Art Jewelry Forum: Hollis Chitto, Blurring Traditions in Native Beadwork
The style of beading Chitto uses in his work follows the outline of a drawing. This method is called contour beading. Filling the space from the outside in creates a halo or ripple effect as the outline of the image radiates into the background. Chitto chooses vibrant, saturated colors. He combines traditional Pueblo pottery motifs and Art Nouveau sensibilities in his designs. The artist thinks of beading more like coloring and less like sewing, but needles and thread are involved in the process. He uses both single stitch and two-needle applique to make his work, occasionally incorporating other techniques like wire wrapping and pearl knots for details.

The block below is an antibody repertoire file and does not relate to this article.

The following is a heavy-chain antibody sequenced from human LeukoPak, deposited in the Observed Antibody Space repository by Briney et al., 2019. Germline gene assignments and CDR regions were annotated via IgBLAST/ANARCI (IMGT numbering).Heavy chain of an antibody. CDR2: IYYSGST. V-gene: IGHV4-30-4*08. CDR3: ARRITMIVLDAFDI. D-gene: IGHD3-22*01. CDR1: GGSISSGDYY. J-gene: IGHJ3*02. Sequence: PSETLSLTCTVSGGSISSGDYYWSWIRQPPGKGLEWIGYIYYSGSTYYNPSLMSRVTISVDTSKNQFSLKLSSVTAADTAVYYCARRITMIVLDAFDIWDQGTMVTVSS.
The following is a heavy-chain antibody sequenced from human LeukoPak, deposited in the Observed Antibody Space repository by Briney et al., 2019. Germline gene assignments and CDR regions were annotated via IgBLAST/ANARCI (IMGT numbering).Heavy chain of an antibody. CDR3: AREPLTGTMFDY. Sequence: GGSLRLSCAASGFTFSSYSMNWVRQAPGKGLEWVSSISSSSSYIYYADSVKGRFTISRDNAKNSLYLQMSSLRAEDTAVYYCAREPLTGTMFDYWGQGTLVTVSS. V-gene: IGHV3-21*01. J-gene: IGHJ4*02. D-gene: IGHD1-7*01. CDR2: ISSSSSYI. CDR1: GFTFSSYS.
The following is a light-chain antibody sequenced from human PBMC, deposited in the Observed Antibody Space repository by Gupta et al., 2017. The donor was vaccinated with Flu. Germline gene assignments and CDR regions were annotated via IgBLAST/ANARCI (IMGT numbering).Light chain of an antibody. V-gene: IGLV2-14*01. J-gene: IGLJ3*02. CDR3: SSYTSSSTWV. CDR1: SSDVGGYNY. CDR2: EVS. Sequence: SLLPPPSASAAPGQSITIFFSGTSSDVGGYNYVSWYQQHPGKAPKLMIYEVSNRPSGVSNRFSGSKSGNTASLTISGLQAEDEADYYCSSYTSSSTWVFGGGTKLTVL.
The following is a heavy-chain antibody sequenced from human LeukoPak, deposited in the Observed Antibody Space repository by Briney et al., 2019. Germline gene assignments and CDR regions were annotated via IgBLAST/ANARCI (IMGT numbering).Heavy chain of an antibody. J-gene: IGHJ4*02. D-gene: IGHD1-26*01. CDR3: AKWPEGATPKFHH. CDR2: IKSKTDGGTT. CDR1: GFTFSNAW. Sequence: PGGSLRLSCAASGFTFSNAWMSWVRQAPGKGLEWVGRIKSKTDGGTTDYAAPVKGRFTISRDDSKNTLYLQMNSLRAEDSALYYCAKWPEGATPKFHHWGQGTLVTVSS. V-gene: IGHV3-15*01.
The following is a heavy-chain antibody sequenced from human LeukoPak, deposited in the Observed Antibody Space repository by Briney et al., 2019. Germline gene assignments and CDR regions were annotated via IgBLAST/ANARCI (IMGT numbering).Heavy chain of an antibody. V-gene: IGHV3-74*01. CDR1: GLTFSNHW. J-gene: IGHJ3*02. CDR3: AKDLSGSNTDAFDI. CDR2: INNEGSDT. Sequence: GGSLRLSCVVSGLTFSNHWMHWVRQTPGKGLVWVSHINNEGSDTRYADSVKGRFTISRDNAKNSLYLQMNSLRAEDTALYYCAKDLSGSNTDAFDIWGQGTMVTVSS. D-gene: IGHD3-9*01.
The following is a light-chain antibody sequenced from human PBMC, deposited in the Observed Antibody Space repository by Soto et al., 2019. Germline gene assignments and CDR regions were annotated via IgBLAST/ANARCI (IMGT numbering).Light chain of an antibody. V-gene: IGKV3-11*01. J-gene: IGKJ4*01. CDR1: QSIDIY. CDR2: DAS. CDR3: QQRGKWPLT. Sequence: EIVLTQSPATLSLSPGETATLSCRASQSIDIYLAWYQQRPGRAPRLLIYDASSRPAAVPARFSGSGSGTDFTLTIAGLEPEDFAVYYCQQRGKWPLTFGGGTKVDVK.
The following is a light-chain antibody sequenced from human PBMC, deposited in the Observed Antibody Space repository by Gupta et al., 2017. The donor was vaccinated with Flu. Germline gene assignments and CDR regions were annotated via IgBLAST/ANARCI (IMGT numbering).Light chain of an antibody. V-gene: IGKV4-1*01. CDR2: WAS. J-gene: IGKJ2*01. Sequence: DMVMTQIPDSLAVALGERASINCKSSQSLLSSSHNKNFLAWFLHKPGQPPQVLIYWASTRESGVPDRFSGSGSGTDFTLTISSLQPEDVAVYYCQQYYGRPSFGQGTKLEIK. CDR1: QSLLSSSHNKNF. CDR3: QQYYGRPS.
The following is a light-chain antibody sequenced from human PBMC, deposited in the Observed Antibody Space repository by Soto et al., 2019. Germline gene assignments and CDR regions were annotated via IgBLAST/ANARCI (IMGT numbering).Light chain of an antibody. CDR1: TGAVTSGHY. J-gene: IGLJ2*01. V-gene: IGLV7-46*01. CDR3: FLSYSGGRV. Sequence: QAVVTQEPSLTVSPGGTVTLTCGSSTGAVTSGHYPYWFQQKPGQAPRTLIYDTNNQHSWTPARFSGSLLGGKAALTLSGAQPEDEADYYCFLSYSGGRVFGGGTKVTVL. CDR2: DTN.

Besides a few pieces inspired by bird photographs, Chitto’s work
features bold, geometric flowers. Floral patterns in Native work trace
back to French-Canadian traders and nuns. They shared floral motifs, and
Native beaders expanded on the designs. These floral designs evolved
over generations. Individual style and choices are reflected in subtle
decisions about the color, size, material, and shape of the beads
preferred by each tribe and then by each beader.